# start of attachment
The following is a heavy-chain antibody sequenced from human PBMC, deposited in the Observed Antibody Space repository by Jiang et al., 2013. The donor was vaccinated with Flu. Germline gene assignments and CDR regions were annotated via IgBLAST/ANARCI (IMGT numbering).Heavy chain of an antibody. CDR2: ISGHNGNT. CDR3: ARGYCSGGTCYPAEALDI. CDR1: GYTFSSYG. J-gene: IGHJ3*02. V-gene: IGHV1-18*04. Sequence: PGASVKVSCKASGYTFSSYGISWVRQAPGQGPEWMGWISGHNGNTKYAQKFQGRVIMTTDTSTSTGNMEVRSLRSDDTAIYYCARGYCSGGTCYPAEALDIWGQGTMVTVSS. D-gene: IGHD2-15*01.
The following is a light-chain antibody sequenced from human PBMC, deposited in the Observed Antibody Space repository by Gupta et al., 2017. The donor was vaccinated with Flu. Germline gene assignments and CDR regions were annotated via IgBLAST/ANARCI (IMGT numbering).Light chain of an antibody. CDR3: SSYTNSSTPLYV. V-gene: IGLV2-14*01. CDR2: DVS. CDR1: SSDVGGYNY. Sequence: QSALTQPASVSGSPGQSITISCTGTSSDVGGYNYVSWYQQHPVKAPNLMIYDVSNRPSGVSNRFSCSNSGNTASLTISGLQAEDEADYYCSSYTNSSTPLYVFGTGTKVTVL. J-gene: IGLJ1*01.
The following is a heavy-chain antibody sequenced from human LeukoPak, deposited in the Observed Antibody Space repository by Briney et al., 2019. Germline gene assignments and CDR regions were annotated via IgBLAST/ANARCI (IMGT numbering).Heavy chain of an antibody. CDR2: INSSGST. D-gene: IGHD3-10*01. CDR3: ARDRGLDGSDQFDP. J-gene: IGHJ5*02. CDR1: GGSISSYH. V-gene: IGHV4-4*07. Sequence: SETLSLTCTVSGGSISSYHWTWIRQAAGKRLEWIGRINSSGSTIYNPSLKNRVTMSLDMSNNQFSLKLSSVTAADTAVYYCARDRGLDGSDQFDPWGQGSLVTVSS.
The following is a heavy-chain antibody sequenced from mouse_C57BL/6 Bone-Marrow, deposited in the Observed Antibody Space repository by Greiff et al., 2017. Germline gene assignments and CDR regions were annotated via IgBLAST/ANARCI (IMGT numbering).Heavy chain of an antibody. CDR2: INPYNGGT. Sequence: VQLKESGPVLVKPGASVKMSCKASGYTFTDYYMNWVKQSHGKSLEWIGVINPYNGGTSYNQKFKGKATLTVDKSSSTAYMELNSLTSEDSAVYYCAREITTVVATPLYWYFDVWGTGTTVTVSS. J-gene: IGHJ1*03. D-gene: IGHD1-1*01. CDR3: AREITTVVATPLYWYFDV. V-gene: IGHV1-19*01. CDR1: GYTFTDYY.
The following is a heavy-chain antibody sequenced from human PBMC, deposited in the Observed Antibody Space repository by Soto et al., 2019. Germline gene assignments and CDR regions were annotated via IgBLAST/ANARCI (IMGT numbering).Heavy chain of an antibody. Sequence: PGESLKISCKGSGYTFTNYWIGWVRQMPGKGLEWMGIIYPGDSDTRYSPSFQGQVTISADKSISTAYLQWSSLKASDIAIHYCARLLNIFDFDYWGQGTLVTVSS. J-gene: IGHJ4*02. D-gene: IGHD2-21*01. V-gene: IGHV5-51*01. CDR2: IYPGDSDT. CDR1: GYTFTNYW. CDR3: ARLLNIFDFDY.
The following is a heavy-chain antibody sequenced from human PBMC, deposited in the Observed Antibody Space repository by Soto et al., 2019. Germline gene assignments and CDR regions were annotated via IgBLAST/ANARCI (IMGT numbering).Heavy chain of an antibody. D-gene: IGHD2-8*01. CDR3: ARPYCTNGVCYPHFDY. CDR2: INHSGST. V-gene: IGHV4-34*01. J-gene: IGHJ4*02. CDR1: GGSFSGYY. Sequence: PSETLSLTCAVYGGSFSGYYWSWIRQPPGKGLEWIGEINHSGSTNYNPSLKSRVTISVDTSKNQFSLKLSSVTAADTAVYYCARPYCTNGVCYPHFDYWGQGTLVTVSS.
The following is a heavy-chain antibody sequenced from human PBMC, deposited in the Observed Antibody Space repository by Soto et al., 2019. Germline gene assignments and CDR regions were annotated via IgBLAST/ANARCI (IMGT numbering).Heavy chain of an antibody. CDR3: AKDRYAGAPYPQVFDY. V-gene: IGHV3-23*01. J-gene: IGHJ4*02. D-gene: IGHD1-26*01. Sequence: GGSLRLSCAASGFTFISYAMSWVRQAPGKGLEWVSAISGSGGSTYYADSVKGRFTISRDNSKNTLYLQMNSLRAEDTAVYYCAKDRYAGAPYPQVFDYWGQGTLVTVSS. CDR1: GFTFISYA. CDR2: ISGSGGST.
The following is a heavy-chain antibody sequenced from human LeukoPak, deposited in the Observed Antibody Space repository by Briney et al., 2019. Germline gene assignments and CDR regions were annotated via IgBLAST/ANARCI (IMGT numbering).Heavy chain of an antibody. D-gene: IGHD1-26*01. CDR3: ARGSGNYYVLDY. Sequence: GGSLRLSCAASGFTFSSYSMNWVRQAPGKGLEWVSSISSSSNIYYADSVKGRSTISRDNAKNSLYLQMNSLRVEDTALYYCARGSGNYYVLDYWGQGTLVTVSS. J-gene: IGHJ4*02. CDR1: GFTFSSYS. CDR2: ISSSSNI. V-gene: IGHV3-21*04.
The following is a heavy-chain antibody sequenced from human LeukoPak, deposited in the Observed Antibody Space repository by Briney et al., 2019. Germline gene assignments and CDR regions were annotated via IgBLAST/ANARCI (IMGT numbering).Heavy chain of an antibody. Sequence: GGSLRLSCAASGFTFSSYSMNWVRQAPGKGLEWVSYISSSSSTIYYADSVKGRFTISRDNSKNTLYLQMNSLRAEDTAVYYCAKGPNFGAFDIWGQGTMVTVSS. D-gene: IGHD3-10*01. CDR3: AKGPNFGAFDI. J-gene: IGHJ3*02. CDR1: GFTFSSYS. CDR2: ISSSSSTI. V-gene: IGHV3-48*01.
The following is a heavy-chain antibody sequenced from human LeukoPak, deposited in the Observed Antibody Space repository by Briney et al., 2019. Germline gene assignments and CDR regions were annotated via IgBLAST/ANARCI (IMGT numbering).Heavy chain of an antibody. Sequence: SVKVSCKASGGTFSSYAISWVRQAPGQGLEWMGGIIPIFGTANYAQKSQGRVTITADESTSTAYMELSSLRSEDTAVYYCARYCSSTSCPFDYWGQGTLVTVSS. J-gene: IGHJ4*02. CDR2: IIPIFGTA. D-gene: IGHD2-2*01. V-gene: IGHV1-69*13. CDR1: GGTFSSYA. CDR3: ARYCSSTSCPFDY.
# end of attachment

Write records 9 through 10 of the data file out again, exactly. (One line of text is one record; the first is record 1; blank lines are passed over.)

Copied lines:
The following is a heavy-chain antibody sequenced from human LeukoPak, deposited in the Observed Antibody Space repository by Briney et al., 2019. Germline gene assignments and CDR regions were annotated via IgBLAST/ANARCI (IMGT numbering).Heavy chain of an antibody. Sequence: GGSLRLSCAASGFTFSSYSMNWVRQAPGKGLEWVSYISSSSSTIYYADSVKGRFTISRDNSKNTLYLQMNSLRAEDTAVYYCAKGPNFGAFDIWGQGTMVTVSS. D-gene: IGHD3-10*01. CDR3: AKGPNFGAFDI. J-gene: IGHJ3*02. CDR1: GFTFSSYS. CDR2: ISSSSSTI. V-gene: IGHV3-48*01.
The following is a heavy-chain antibody sequenced from human LeukoPak, deposited in the Observed Antibody Space repository by Briney et al., 2019. Germline gene assignments and CDR regions were annotated via IgBLAST/ANARCI (IMGT numbering).Heavy chain of an antibody. Sequence: SVKVSCKASGGTFSSYAISWVRQAPGQGLEWMGGIIPIFGTANYAQKSQGRVTITADESTSTAYMELSSLRSEDTAVYYCARYCSSTSCPFDYWGQGTLVTVSS. J-gene: IGHJ4*02. CDR2: IIPIFGTA. D-gene: IGHD2-2*01. V-gene: IGHV1-69*13. CDR1: GGTFSSYA. CDR3: ARYCSSTSCPFDY.